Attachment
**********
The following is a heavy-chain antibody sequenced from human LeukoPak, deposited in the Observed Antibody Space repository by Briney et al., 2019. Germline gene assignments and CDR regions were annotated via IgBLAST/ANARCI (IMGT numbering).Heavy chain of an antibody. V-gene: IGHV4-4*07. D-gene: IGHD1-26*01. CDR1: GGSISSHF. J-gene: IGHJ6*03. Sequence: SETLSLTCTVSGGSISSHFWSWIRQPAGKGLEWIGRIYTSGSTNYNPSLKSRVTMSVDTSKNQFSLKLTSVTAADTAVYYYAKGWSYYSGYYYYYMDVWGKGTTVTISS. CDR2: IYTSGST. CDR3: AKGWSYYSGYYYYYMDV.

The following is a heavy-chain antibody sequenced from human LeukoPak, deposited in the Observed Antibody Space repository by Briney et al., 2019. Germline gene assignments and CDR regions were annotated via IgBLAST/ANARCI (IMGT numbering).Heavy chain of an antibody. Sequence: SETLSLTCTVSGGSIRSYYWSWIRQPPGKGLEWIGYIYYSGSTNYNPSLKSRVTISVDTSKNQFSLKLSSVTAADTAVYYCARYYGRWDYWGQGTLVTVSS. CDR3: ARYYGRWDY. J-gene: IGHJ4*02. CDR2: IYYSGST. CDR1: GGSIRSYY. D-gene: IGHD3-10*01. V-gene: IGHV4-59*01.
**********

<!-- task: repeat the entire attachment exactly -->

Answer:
The following is a heavy-chain antibody sequenced from human LeukoPak, deposited in the Observed Antibody Space repository by Briney et al., 2019. Germline gene assignments and CDR regions were annotated via IgBLAST/ANARCI (IMGT numbering).Heavy chain of an antibody. V-gene: IGHV4-4*07. D-gene: IGHD1-26*01. CDR1: GGSISSHF. J-gene: IGHJ6*03. Sequence: SETLSLTCTVSGGSISSHFWSWIRQPAGKGLEWIGRIYTSGSTNYNPSLKSRVTMSVDTSKNQFSLKLTSVTAADTAVYYYAKGWSYYSGYYYYYMDVWGKGTTVTISS. CDR2: IYTSGST. CDR3: AKGWSYYSGYYYYYMDV.

The following is a heavy-chain antibody sequenced from human LeukoPak, deposited in the Observed Antibody Space repository by Briney et al., 2019. Germline gene assignments and CDR regions were annotated via IgBLAST/ANARCI (IMGT numbering).Heavy chain of an antibody. Sequence: SETLSLTCTVSGGSIRSYYWSWIRQPPGKGLEWIGYIYYSGSTNYNPSLKSRVTISVDTSKNQFSLKLSSVTAADTAVYYCARYYGRWDYWGQGTLVTVSS. CDR3: ARYYGRWDY. J-gene: IGHJ4*02. CDR2: IYYSGST. CDR1: GGSIRSYY. D-gene: IGHD3-10*01. V-gene: IGHV4-59*01.